Hiking, Scrambling, Mountaineering, and Climbing

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  • Yeah probably overly responsible but I was very keen to not fall off a mountain.

  • It just made me laugh and reminisce of being at 4,000m in a blizzard in cycling shoes in Kyrgyzstan - not so responsible!


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  • How did you find being at 4,000m? The first few times I went that high I really struggled!

  • No real issue. Slight headache and slower than normal but nothing substancial. I've been to about 4,500 I think.

    I do get lucid dreams when I sleep high though.

  • Living at sea level means that I'll always have to aclimatise to some extent but over the years the amount of aclimitisation I need has dropped considerably. The first time I went to 4,000m I nearly passed out.

  • I do get lucid dreams when I sleep high though.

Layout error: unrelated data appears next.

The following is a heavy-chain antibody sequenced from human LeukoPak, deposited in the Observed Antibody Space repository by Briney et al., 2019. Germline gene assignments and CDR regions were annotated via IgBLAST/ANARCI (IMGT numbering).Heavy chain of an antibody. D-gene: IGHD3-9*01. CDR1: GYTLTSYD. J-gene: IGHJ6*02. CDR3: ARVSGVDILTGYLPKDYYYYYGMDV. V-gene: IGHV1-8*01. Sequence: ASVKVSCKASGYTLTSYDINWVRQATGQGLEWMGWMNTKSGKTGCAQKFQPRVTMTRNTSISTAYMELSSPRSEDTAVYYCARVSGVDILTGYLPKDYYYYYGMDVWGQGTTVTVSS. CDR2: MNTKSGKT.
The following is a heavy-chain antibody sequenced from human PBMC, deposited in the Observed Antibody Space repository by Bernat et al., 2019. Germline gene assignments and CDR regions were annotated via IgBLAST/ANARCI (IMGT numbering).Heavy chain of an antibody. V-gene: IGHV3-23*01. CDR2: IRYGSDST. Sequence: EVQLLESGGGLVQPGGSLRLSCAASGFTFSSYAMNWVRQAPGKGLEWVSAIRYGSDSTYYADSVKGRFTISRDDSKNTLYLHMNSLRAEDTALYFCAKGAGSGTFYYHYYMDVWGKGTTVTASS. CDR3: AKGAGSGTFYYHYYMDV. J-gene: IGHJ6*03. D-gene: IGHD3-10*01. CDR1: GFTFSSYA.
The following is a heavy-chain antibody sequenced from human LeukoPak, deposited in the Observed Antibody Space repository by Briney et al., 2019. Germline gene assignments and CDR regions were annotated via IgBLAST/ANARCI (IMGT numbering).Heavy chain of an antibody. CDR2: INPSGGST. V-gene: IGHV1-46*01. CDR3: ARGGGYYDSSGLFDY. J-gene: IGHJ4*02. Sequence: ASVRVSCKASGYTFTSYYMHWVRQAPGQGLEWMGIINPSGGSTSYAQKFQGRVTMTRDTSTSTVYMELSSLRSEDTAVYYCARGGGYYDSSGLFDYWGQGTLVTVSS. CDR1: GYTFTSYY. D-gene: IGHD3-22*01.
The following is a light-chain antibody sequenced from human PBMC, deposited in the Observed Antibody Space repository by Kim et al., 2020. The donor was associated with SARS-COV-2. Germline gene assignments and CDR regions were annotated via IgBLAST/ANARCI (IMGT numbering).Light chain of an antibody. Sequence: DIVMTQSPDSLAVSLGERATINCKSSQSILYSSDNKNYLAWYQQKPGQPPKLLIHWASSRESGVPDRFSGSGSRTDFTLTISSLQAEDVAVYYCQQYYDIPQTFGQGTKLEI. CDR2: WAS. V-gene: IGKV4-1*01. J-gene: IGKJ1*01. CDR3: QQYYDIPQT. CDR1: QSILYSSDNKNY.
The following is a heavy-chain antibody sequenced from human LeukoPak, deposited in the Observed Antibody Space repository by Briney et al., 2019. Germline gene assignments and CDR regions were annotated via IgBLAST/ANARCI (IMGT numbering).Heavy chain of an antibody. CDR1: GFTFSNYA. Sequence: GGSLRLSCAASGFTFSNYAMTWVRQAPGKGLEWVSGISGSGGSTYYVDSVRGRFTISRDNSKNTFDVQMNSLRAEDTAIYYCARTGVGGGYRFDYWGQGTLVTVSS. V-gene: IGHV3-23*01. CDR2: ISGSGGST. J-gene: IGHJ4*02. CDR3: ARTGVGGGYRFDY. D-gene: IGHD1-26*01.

Yeah man, those magic mushroom dreams are really weird.

  • Altitude has been weird for me. I've been at 4000m recently and was totally fine - no problem at all - but for the few days leading up to it I'd been at 1500m+ the entire time.

    By comparison, I was once at 3000m and had to sit down and I almost fell asleep, but I had been at 250m above sea level for the few days leading up to it.

    I got a permit to hike Mt Whitney (highest mountain in the lower 48) in July which is 4421m and I am 100% going to spend a couple of days at the base of it before I start to acclimatise.

  • Not unexpected considering how busy that mountain is.

    When I did some via ferrata in the Dolomites there were loads of piles of poo and TP left from the previous ski season. 🙄

  • Y'all monsters never heard of a trowel and LNT!?

  • Did a couple of cheeky sandstone routes in Cummingston up in Morayshire today.
    Grotty sandstone but few nice routes on that block. That prow looks like it would great fun but usually done as a nail biting boulder problem over the rocks at low tide. Def a leg breaker if you fuck it up.


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  • Anyone done a trip to Lundy before btw? Found the guidebook for pennies up here in a second hand bookshop so had to get it.